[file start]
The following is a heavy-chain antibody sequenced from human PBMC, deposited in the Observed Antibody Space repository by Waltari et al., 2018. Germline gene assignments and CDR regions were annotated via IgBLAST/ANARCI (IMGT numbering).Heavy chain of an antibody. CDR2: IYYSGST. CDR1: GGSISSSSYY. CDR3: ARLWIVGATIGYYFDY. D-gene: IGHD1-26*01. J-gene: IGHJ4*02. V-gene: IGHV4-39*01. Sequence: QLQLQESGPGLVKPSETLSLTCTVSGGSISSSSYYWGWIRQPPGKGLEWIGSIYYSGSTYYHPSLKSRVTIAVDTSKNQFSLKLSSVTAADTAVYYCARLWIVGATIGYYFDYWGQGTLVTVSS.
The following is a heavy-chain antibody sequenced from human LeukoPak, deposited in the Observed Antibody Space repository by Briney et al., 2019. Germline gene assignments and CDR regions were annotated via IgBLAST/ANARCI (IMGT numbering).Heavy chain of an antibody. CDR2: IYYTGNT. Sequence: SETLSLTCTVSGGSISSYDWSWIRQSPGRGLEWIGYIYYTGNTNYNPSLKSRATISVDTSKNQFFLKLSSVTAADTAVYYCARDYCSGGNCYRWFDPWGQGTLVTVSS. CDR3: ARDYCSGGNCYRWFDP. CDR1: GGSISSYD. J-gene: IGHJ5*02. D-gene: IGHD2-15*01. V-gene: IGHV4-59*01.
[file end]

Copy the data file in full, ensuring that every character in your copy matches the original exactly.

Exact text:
The following is a heavy-chain antibody sequenced from human PBMC, deposited in the Observed Antibody Space repository by Waltari et al., 2018. Germline gene assignments and CDR regions were annotated via IgBLAST/ANARCI (IMGT numbering).Heavy chain of an antibody. CDR2: IYYSGST. CDR1: GGSISSSSYY. CDR3: ARLWIVGATIGYYFDY. D-gene: IGHD1-26*01. J-gene: IGHJ4*02. V-gene: IGHV4-39*01. Sequence: QLQLQESGPGLVKPSETLSLTCTVSGGSISSSSYYWGWIRQPPGKGLEWIGSIYYSGSTYYHPSLKSRVTIAVDTSKNQFSLKLSSVTAADTAVYYCARLWIVGATIGYYFDYWGQGTLVTVSS.
The following is a heavy-chain antibody sequenced from human LeukoPak, deposited in the Observed Antibody Space repository by Briney et al., 2019. Germline gene assignments and CDR regions were annotated via IgBLAST/ANARCI (IMGT numbering).Heavy chain of an antibody. CDR2: IYYTGNT. Sequence: SETLSLTCTVSGGSISSYDWSWIRQSPGRGLEWIGYIYYTGNTNYNPSLKSRATISVDTSKNQFFLKLSSVTAADTAVYYCARDYCSGGNCYRWFDPWGQGTLVTVSS. CDR3: ARDYCSGGNCYRWFDP. CDR1: GGSISSYD. J-gene: IGHJ5*02. D-gene: IGHD2-15*01. V-gene: IGHV4-59*01.